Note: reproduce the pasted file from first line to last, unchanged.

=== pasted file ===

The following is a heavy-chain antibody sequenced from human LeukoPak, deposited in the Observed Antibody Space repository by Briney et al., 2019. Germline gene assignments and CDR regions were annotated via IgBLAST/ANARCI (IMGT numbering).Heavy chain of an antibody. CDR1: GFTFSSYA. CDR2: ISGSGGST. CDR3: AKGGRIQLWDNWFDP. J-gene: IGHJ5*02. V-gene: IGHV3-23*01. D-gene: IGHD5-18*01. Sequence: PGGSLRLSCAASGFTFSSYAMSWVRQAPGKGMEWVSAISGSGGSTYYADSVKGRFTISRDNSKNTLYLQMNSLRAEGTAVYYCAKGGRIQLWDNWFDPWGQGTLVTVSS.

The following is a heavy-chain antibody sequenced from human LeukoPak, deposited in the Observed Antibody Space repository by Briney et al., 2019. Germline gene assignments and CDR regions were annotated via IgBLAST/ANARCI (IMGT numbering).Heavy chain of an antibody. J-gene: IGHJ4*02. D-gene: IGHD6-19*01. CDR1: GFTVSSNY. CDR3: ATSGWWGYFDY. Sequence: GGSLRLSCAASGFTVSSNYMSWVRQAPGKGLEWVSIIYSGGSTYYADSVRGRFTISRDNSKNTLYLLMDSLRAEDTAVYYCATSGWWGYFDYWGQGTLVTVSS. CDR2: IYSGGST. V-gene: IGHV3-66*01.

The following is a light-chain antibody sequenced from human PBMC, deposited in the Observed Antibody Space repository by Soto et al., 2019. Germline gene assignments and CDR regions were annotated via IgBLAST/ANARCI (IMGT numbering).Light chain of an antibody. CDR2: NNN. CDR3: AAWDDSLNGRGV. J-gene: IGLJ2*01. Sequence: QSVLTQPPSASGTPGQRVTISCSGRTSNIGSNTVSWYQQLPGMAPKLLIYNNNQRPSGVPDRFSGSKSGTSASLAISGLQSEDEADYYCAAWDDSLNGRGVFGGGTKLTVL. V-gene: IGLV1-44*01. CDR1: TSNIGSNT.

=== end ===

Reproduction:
The following is a heavy-chain antibody sequenced from human LeukoPak, deposited in the Observed Antibody Space repository by Briney et al., 2019. Germline gene assignments and CDR regions were annotated via IgBLAST/ANARCI (IMGT numbering).Heavy chain of an antibody. CDR1: GFTFSSYA. CDR2: ISGSGGST. CDR3: AKGGRIQLWDNWFDP. J-gene: IGHJ5*02. V-gene: IGHV3-23*01. D-gene: IGHD5-18*01. Sequence: PGGSLRLSCAASGFTFSSYAMSWVRQAPGKGMEWVSAISGSGGSTYYADSVKGRFTISRDNSKNTLYLQMNSLRAEGTAVYYCAKGGRIQLWDNWFDPWGQGTLVTVSS.

The following is a heavy-chain antibody sequenced from human LeukoPak, deposited in the Observed Antibody Space repository by Briney et al., 2019. Germline gene assignments and CDR regions were annotated via IgBLAST/ANARCI (IMGT numbering).Heavy chain of an antibody. J-gene: IGHJ4*02. D-gene: IGHD6-19*01. CDR1: GFTVSSNY. CDR3: ATSGWWGYFDY. Sequence: GGSLRLSCAASGFTVSSNYMSWVRQAPGKGLEWVSIIYSGGSTYYADSVRGRFTISRDNSKNTLYLLMDSLRAEDTAVYYCATSGWWGYFDYWGQGTLVTVSS. CDR2: IYSGGST. V-gene: IGHV3-66*01.

The following is a light-chain antibody sequenced from human PBMC, deposited in the Observed Antibody Space repository by Soto et al., 2019. Germline gene assignments and CDR regions were annotated via IgBLAST/ANARCI (IMGT numbering).Light chain of an antibody. CDR2: NNN. CDR3: AAWDDSLNGRGV. J-gene: IGLJ2*01. Sequence: QSVLTQPPSASGTPGQRVTISCSGRTSNIGSNTVSWYQQLPGMAPKLLIYNNNQRPSGVPDRFSGSKSGTSASLAISGLQSEDEADYYCAAWDDSLNGRGVFGGGTKLTVL. V-gene: IGLV1-44*01. CDR1: TSNIGSNT.